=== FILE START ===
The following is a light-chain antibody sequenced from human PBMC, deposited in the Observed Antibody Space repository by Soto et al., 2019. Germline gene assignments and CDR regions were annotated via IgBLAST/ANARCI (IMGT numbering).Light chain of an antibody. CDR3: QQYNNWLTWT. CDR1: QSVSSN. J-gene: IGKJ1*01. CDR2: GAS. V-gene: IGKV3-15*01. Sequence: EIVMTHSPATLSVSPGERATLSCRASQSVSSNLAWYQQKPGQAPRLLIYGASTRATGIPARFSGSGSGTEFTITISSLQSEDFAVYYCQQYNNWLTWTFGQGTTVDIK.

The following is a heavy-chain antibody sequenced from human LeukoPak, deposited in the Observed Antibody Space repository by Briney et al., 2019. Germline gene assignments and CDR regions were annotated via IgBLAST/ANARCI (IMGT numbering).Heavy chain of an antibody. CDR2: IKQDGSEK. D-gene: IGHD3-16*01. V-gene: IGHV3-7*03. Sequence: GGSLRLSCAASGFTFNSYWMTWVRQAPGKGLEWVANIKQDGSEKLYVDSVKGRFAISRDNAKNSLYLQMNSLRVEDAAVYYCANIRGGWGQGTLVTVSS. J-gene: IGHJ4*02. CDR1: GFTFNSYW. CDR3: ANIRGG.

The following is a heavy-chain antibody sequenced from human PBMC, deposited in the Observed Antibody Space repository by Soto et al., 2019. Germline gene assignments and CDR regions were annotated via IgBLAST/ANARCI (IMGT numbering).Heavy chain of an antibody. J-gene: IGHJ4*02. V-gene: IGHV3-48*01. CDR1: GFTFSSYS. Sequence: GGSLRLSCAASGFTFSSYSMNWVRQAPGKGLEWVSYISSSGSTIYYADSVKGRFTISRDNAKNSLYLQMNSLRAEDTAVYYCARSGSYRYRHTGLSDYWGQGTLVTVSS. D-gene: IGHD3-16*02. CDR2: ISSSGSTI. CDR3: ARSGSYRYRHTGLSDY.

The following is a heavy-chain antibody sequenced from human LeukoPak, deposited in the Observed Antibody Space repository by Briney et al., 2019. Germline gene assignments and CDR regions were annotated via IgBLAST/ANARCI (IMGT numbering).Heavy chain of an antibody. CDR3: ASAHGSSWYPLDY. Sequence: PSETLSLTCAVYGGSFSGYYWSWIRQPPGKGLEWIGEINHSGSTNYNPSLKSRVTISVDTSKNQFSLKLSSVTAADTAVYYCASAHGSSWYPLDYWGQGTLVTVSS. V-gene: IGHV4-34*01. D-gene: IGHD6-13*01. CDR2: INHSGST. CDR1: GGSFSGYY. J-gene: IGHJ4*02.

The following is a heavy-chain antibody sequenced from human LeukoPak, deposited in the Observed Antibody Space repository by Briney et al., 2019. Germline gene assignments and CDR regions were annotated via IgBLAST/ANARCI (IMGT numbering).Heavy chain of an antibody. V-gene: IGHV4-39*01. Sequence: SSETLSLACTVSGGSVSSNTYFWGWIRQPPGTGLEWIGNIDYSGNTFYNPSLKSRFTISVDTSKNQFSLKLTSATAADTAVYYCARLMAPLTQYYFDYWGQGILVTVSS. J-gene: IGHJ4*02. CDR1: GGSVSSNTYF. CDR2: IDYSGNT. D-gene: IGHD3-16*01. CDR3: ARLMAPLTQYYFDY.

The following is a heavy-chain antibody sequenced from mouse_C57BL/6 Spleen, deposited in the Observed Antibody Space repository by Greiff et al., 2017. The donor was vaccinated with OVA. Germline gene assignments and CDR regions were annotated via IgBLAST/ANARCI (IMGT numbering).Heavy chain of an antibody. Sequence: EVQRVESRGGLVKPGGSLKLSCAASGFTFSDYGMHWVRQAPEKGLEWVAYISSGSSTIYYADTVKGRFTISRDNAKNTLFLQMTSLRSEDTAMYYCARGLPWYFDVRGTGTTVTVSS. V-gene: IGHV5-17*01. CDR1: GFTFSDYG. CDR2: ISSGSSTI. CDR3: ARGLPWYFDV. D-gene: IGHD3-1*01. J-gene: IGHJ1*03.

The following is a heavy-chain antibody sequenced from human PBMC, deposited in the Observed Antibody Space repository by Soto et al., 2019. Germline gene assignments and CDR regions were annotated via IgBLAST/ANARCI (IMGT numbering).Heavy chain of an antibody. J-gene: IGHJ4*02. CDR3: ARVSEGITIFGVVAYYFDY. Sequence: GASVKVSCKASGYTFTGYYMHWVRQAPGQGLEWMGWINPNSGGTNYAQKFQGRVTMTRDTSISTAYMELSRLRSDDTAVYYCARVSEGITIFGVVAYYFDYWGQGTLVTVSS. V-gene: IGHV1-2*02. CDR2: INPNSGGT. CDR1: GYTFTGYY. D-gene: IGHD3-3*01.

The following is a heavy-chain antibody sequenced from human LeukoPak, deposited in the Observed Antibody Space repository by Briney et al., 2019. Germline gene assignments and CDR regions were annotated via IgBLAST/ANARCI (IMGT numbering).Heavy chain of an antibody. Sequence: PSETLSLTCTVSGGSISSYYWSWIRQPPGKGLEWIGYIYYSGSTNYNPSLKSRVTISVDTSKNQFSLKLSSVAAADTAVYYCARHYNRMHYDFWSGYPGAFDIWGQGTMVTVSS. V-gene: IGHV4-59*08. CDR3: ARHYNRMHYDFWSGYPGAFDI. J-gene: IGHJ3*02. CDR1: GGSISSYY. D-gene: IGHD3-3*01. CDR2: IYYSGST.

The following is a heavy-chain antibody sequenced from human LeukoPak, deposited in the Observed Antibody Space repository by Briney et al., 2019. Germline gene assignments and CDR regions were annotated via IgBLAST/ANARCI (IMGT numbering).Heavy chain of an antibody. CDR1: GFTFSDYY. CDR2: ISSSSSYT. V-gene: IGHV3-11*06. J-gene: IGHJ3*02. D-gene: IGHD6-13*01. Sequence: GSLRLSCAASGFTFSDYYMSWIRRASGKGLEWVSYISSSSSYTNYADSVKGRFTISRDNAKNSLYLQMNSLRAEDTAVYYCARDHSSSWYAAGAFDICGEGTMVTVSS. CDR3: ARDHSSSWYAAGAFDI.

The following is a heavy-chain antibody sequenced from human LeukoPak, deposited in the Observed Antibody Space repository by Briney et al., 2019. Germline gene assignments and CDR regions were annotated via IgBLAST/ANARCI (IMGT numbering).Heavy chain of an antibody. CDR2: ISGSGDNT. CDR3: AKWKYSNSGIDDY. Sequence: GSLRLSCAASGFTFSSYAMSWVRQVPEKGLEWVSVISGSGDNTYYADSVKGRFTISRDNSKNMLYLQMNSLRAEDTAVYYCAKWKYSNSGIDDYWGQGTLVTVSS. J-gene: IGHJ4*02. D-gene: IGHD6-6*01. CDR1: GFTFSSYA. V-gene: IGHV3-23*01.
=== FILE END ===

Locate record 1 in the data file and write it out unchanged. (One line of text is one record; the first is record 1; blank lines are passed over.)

The following is a light-chain antibody sequenced from human PBMC, deposited in the Observed Antibody Space repository by Soto et al., 2019. Germline gene assignments and CDR regions were annotated via IgBLAST/ANARCI (IMGT numbering).Light chain of an antibody. CDR3: QQYNNWLTWT. CDR1: QSVSSN. J-gene: IGKJ1*01. CDR2: GAS. V-gene: IGKV3-15*01. Sequence: EIVMTHSPATLSVSPGERATLSCRASQSVSSNLAWYQQKPGQAPRLLIYGASTRATGIPARFSGSGSGTEFTITISSLQSEDFAVYYCQQYNNWLTWTFGQGTTVDIK.